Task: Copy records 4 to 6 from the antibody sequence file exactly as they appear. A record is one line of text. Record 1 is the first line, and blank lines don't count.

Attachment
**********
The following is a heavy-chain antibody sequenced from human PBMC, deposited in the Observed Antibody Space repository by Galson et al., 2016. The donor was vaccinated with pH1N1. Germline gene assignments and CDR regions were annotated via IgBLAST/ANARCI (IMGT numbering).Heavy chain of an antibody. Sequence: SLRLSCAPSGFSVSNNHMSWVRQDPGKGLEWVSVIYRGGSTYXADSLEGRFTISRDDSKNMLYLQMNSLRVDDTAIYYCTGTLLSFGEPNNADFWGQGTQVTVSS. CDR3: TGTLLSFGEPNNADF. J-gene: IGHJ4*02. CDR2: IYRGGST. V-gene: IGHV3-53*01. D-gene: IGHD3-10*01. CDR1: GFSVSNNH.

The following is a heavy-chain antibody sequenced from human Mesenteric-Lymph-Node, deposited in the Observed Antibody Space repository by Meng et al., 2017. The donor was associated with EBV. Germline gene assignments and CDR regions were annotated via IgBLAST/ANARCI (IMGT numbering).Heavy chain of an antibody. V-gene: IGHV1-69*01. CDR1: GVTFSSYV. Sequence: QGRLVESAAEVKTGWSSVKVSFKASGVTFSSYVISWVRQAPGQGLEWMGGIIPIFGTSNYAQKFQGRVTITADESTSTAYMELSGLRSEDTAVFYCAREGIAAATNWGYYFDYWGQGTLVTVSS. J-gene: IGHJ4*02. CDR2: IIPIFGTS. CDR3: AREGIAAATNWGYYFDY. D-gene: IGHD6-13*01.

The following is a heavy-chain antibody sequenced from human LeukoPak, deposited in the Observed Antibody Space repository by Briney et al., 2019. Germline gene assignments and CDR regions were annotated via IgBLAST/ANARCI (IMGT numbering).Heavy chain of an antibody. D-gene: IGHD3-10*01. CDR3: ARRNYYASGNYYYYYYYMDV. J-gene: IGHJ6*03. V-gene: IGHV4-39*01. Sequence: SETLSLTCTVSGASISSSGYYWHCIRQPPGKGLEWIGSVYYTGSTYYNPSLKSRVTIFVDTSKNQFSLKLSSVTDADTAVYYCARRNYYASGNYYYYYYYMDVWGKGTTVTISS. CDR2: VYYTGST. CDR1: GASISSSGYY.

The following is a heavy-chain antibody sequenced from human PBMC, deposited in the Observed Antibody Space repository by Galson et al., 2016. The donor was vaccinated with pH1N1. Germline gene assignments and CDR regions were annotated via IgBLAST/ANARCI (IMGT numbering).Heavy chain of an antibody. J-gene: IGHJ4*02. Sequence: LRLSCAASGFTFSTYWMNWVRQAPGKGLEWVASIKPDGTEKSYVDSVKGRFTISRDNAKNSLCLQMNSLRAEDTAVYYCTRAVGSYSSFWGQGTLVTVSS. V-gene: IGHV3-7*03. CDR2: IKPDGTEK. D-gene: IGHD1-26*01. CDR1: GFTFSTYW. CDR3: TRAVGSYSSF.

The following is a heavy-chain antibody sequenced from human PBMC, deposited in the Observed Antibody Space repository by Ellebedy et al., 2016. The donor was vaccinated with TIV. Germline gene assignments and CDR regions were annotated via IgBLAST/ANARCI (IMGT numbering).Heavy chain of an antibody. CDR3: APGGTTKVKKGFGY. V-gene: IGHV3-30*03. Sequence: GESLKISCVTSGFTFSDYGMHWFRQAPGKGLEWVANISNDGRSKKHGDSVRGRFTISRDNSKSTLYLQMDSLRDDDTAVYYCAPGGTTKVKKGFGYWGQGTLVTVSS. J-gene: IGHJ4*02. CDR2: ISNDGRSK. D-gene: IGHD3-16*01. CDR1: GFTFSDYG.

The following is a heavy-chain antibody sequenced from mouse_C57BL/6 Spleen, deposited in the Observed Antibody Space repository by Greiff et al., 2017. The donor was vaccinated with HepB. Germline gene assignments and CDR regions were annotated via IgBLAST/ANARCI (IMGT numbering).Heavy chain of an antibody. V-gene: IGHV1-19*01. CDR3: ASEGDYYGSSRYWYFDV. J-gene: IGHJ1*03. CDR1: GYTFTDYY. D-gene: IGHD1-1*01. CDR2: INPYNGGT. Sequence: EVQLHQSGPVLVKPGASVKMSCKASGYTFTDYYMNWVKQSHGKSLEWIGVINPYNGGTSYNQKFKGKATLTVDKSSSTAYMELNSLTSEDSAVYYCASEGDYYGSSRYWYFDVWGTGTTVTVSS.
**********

The following is a heavy-chain antibody sequenced from human PBMC, deposited in the Observed Antibody Space repository by Galson et al., 2016. The donor was vaccinated with pH1N1. Germline gene assignments and CDR regions were annotated via IgBLAST/ANARCI (IMGT numbering).Heavy chain of an antibody. J-gene: IGHJ4*02. Sequence: LRLSCAASGFTFSTYWMNWVRQAPGKGLEWVASIKPDGTEKSYVDSVKGRFTISRDNAKNSLCLQMNSLRAEDTAVYYCTRAVGSYSSFWGQGTLVTVSS. V-gene: IGHV3-7*03. CDR2: IKPDGTEK. D-gene: IGHD1-26*01. CDR1: GFTFSTYW. CDR3: TRAVGSYSSF.

The following is a heavy-chain antibody sequenced from human PBMC, deposited in the Observed Antibody Space repository by Ellebedy et al., 2016. The donor was vaccinated with TIV. Germline gene assignments and CDR regions were annotated via IgBLAST/ANARCI (IMGT numbering).Heavy chain of an antibody. CDR3: APGGTTKVKKGFGY. V-gene: IGHV3-30*03. Sequence: GESLKISCVTSGFTFSDYGMHWFRQAPGKGLEWVANISNDGRSKKHGDSVRGRFTISRDNSKSTLYLQMDSLRDDDTAVYYCAPGGTTKVKKGFGYWGQGTLVTVSS. J-gene: IGHJ4*02. CDR2: ISNDGRSK. D-gene: IGHD3-16*01. CDR1: GFTFSDYG.

The following is a heavy-chain antibody sequenced from mouse_C57BL/6 Spleen, deposited in the Observed Antibody Space repository by Greiff et al., 2017. The donor was vaccinated with HepB. Germline gene assignments and CDR regions were annotated via IgBLAST/ANARCI (IMGT numbering).Heavy chain of an antibody. V-gene: IGHV1-19*01. CDR3: ASEGDYYGSSRYWYFDV. J-gene: IGHJ1*03. CDR1: GYTFTDYY. D-gene: IGHD1-1*01. CDR2: INPYNGGT. Sequence: EVQLHQSGPVLVKPGASVKMSCKASGYTFTDYYMNWVKQSHGKSLEWIGVINPYNGGTSYNQKFKGKATLTVDKSSSTAYMELNSLTSEDSAVYYCASEGDYYGSSRYWYFDVWGTGTTVTVSS.